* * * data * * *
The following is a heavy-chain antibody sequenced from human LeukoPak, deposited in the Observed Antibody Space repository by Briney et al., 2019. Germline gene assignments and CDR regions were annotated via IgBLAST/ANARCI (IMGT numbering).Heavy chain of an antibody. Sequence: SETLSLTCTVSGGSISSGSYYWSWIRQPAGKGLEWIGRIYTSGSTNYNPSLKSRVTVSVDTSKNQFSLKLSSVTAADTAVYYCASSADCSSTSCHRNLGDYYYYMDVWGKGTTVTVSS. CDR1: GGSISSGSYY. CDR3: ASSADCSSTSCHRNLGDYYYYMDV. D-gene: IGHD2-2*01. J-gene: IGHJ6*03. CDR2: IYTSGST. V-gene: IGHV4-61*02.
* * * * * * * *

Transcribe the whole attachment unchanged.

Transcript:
The following is a heavy-chain antibody sequenced from human LeukoPak, deposited in the Observed Antibody Space repository by Briney et al., 2019. Germline gene assignments and CDR regions were annotated via IgBLAST/ANARCI (IMGT numbering).Heavy chain of an antibody. Sequence: SETLSLTCTVSGGSISSGSYYWSWIRQPAGKGLEWIGRIYTSGSTNYNPSLKSRVTVSVDTSKNQFSLKLSSVTAADTAVYYCASSADCSSTSCHRNLGDYYYYMDVWGKGTTVTVSS. CDR1: GGSISSGSYY. CDR3: ASSADCSSTSCHRNLGDYYYYMDV. D-gene: IGHD2-2*01. J-gene: IGHJ6*03. CDR2: IYTSGST. V-gene: IGHV4-61*02.